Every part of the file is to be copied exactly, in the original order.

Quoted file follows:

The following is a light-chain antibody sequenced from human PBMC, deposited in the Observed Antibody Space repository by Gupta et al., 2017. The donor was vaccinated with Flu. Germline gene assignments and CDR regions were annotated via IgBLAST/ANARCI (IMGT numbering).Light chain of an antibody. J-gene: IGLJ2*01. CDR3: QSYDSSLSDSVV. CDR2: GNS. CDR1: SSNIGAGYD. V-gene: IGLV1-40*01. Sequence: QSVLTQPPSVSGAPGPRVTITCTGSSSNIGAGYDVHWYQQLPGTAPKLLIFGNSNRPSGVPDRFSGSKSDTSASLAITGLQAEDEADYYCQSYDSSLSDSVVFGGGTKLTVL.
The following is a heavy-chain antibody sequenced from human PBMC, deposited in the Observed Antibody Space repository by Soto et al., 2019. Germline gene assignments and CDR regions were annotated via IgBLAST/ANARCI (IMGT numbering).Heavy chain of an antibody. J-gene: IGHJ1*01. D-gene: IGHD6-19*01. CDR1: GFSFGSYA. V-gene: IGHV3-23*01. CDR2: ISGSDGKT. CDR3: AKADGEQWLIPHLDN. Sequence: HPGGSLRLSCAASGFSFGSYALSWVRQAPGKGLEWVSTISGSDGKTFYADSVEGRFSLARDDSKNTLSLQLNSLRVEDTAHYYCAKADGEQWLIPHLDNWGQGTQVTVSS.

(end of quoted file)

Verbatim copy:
The following is a light-chain antibody sequenced from human PBMC, deposited in the Observed Antibody Space repository by Gupta et al., 2017. The donor was vaccinated with Flu. Germline gene assignments and CDR regions were annotated via IgBLAST/ANARCI (IMGT numbering).Light chain of an antibody. J-gene: IGLJ2*01. CDR3: QSYDSSLSDSVV. CDR2: GNS. CDR1: SSNIGAGYD. V-gene: IGLV1-40*01. Sequence: QSVLTQPPSVSGAPGPRVTITCTGSSSNIGAGYDVHWYQQLPGTAPKLLIFGNSNRPSGVPDRFSGSKSDTSASLAITGLQAEDEADYYCQSYDSSLSDSVVFGGGTKLTVL.
The following is a heavy-chain antibody sequenced from human PBMC, deposited in the Observed Antibody Space repository by Soto et al., 2019. Germline gene assignments and CDR regions were annotated via IgBLAST/ANARCI (IMGT numbering).Heavy chain of an antibody. J-gene: IGHJ1*01. D-gene: IGHD6-19*01. CDR1: GFSFGSYA. V-gene: IGHV3-23*01. CDR2: ISGSDGKT. CDR3: AKADGEQWLIPHLDN. Sequence: HPGGSLRLSCAASGFSFGSYALSWVRQAPGKGLEWVSTISGSDGKTFYADSVEGRFSLARDDSKNTLSLQLNSLRVEDTAHYYCAKADGEQWLIPHLDNWGQGTQVTVSS.